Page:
No Medicaid cuts in Trump budget? Really?

Trump's balanced-budget goal depends not only on 3 percent growth projections that most economists view as overly optimistic but also a variety of accounting gimmicks, including an nearly $600 billion peace dividend from winding down overseas military operations and assuming that overhauling the tax code in a way that provides no net tax cuts would spark that growth and generate more than $2 trillion in higher revenues. All these programs were deemed a waste of taxpayer's money and have produced little positive results. What it does is perpetuate a myth that we can go out there and balance the budget without touching entitlements. Trump says this notion has got it backwards.

Democratic defenders of the program warned that would deny health care and nursing home care to millions of people.

Mulvaney, a former tea party congressman, is the driving force behind the Trump budget plan, winning the president's approval for big cuts to benefit programs whose budgets are essentially on autopilot.

Democrats criticized a proposal for an nearly 30 per cent cut in food stamps. No one wants to be poor, but based on recent quotes from the budget director and the presentation of this budget, it seems like the President fundamentally believes otherwise.

If tax receipts are coming in slower than expected, this could raise pressure on lawmakers to raise or suspend the debt ceiling by the August recess. This benefited up to 20 million Americans, and Obama claimed that as a major success. States would receive significantly lower overall payments from the federal government, and Washington would no longer match state spending on coverage for kids whose families make more than two-and-a-half times the federal poverty level, about $51,000 for a family of three. "We are not spending less money one year than we spent before".Treasury Secretary Steve Mnuchin, meanwhile, sat down with CNBC's John Harwood, who asked the Trump cabinet secretary to respond to the concerns.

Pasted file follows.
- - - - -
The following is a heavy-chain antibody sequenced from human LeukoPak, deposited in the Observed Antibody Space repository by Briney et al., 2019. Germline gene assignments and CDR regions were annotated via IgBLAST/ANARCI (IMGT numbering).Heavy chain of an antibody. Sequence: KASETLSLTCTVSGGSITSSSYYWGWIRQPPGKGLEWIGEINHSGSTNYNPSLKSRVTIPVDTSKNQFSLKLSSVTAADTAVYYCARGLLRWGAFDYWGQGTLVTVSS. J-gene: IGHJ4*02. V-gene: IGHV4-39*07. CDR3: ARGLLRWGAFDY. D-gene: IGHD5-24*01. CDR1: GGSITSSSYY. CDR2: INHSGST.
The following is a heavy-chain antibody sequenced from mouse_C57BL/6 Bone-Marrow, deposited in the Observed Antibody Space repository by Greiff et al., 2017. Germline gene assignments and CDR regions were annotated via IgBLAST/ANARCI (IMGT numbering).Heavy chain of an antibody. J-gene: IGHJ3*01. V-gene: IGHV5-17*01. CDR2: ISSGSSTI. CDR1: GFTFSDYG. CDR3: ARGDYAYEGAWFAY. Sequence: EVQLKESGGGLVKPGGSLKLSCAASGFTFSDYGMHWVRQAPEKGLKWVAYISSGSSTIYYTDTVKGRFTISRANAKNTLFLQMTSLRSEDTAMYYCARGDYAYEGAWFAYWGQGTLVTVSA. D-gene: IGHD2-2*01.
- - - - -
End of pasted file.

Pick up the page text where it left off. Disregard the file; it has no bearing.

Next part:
In fact, during the 8 years of the Obama administration, United States economic growth averaged just above 2 percent annually. Without that opportunity, marginally employable workers had to drop out of the labor market.

Trump's budget forecasts 3% growth every year from 2021 to 2027.

Copies of President Trump's fiscal 2018 federal budget at Capitol Hill in Washington. Trump has also removed burdensome regulations that have been impeding economic progress and job-creating growth.

But even taking all benefits from the poor and the working class wouldn't make a budget balance, particularly if Social Security and Medicare aren't chopped. "Can you guess the last time we had an unemployment rate of 4.8 percent, growth at 3 percent and inflation held at 2 percent?" That figure could prove to be below what will actually transpire.

"The foundation for the plan is 3% growth". That means fewer Americans will need food stamps and welfare, reducing government outlays even further.

Mulvaney defended the budget in a Tuesday press conference, saying that he's "aware of the criticisms and would simply come back and say there's other places where we were probably overly conservative in our accounting".

A reality check by economists finds the presidential predictions somewhat unreliable.

"What about the standard of living for my grandchildren who aren't here yet?" Trump's budget will begin to do what is needed to achieve growth in spite of the steady diet of negative commentaries streaming daily from the mainstream media.

The administration has privately informed GOP leaders that it would like Congress to act before the annual August recess.